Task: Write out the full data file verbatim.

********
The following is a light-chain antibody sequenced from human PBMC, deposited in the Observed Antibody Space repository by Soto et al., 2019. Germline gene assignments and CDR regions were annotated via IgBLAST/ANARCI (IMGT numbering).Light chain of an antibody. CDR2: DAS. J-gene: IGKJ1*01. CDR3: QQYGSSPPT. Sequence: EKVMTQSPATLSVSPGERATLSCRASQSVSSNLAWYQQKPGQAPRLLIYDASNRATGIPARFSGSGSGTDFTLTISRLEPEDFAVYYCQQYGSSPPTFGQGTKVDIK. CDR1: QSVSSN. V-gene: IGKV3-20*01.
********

The following is a light-chain antibody sequenced from human PBMC, deposited in the Observed Antibody Space repository by Soto et al., 2019. Germline gene assignments and CDR regions were annotated via IgBLAST/ANARCI (IMGT numbering).Light chain of an antibody. CDR2: DAS. J-gene: IGKJ1*01. CDR3: QQYGSSPPT. Sequence: EKVMTQSPATLSVSPGERATLSCRASQSVSSNLAWYQQKPGQAPRLLIYDASNRATGIPARFSGSGSGTDFTLTISRLEPEDFAVYYCQQYGSSPPTFGQGTKVDIK. CDR1: QSVSSN. V-gene: IGKV3-20*01.